On July 1, Prime Minister Narendra Modi and President Pranab Mukherjee ushered in the new indirect tax regime, making India the seventh country in the world to have a nationwide Goods and Services Tax (GST). Introduced with the slogan “One Nation One Tax” during the run-up to the launch, GST is aimed at integrating the economy. While it is too early for companies and industry watchers to comment on how GST will change the existing system of taxation and will impact the lives of citizens, here is a primer on how the new system - touted as the largest reform in the country since Independence - will function.
How We Got Here:
The rollout of the GST was in the making for over a decade.
Since the passage of the GST Constitution Amendment bill in August 2016, there were over 175 officers' meetings and 18 sittings of the GST Council. Reports say that as many as 30 sub-groups and committees worked tirelessly to devise rules and laws as well as fix tax rates for over 1,200 goods and services.
While the final decisions were taken by the GST Council, comprising Finance Minister Arun Jaitley and his state counterparts, most of the state tax officers would camp at the national capital for the entire week during the meetings, before returning to their states over the weekend to look into issues there.
Revenue Secretary Hasmukh Adhia and CBEC chairperson Vanaja Sarna were at the forefront, while Joint Secretary Revenue Udai Kumawat was the man behind drafting of the GST Constitutional Amendment law. Meanwhile, P K Dash, Director General at NACEN, manned the training academy preparing officers to lay down the ground work for a smooth transition, training nearly 55,000 state and central officers.
GST Will Reduce Taxes. But How?
Policymakers have promised that GST will reduce taxes by subsuming 17 different central and state taxes and will not fuel inflation while at the same time increasing the ease of doing business. How it does this is by following a multi-stage collection mechanism wherein it taxes only the vendor’s contribution to the “overall product’s value.”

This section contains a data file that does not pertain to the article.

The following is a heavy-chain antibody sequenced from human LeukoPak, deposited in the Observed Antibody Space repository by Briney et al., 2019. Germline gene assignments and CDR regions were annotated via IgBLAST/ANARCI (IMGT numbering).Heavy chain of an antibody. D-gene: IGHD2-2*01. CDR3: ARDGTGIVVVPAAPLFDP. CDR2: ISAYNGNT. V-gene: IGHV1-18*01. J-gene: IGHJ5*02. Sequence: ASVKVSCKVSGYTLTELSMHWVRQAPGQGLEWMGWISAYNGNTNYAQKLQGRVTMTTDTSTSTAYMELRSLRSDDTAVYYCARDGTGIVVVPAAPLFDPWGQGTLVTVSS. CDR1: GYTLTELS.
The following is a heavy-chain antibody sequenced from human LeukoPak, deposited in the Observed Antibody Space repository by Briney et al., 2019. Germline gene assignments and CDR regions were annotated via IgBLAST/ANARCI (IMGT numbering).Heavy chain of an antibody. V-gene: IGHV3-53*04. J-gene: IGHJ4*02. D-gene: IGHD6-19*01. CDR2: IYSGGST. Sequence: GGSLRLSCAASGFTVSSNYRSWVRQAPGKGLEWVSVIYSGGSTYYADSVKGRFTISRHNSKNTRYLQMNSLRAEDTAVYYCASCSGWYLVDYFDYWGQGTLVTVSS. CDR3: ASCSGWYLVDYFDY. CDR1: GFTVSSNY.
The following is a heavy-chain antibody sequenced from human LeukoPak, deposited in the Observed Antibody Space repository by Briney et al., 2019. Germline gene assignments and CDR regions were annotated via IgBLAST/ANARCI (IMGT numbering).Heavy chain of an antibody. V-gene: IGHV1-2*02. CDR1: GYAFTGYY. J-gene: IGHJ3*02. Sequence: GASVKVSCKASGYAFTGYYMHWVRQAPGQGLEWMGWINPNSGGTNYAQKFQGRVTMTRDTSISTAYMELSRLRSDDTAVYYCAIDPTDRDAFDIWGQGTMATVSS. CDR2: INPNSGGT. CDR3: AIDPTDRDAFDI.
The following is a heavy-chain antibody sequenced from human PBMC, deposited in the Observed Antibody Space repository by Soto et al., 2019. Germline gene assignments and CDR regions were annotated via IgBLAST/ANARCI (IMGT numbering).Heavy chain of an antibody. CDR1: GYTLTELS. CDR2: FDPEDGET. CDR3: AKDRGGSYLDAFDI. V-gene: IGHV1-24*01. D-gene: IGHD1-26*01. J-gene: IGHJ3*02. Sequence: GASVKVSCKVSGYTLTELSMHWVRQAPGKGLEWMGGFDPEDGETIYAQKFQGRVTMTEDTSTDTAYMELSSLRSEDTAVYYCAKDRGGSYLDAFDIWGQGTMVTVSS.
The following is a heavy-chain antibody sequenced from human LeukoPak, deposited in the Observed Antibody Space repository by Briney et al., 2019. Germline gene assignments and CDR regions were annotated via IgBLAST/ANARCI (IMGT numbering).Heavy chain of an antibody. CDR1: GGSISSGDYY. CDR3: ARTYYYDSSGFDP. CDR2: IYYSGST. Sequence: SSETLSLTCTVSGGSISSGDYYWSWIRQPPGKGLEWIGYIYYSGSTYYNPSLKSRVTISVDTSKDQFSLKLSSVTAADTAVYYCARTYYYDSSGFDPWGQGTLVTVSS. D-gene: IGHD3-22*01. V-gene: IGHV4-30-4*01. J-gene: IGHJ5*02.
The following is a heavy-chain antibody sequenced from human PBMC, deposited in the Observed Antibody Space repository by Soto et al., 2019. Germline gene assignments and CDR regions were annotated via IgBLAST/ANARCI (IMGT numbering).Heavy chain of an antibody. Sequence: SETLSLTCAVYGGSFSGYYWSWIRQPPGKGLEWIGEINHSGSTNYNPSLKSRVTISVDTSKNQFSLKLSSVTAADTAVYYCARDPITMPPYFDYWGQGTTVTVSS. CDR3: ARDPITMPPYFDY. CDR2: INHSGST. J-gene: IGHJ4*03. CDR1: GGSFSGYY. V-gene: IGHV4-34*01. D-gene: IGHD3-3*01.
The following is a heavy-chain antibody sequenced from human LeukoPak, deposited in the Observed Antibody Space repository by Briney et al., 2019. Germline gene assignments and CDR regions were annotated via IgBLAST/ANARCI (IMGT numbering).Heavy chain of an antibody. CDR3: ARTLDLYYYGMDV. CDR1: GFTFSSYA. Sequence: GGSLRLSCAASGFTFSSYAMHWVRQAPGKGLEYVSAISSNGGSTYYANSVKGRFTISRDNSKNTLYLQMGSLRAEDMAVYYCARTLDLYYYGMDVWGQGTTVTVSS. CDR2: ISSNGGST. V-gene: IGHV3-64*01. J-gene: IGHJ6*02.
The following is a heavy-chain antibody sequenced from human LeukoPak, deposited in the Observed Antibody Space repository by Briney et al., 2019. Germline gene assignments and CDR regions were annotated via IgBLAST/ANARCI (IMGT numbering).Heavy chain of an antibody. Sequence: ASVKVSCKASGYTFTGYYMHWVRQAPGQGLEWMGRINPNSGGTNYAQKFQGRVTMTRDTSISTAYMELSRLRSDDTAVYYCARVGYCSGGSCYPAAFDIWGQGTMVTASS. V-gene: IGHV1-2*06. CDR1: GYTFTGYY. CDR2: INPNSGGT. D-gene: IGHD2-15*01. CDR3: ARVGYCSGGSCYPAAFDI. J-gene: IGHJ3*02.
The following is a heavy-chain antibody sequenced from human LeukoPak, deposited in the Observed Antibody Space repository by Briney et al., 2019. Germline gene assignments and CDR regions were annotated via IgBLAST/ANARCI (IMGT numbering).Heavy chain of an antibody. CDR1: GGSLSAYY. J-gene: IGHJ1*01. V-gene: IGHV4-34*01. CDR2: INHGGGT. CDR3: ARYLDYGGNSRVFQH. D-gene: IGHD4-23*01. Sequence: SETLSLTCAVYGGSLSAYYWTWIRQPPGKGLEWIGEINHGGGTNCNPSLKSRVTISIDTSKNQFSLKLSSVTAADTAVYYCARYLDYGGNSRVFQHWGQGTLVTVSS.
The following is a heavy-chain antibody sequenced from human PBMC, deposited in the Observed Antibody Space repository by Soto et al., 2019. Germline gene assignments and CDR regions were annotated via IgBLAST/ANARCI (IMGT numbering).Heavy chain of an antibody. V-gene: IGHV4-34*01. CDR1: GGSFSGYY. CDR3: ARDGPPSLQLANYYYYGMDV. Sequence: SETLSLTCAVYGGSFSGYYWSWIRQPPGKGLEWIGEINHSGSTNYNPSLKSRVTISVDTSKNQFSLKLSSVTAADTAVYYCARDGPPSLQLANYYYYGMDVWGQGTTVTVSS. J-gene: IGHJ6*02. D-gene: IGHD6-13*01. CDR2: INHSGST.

This also prevents the cascading effect on taxes as GST as the tax paid is not included in the price of the product sold to the vendor next in the chain. This uniformly distributes the burden of taxation to all vendors.
Here is an example to understand GST in action:
Here note that the tax paid on sale within state can be claimed against tax paid on sale outside the state in GST system, which is not in present tax system.
The GST Advantage: Input Tax Credits:
In the GST system, the input tax paid by the vendor in the chain is allowed credit, which means that when a product passes from the manufacturer to the distributor and then to the retailer, all the previous vendors will get back at each stage of production or service delivery can be availed in the succeeding stages of value addition. This means that the end consumer will thus only bear the GST charged by the last point in supply chain, with set-off benefits at all the earlier stages.
For example, a manufacturer's total tax on output comes to Rs. 5,000 while tax paid on input is Rs. 3,000. In this case, the manufacturer needs to deposit only Rs. 2,000 (Rs. 5,000 - Rs. 3,000) as tax, after claiming input tax credit of Rs. 3,000, thus reducing the overall incidence of tax on final product.
Under GST rules all businesses with an annual turnover of over Rs. 20 lakh will have to file for input tax credits on the GST Network(GSTN) the virtual network. While composition scheme (to pay tax at a flat rate without input credits) is available to some businesses having an annual turnover of up to Rs. 75 lakh, all other businesses will have to file invoices of all transactions to avail tax credits.
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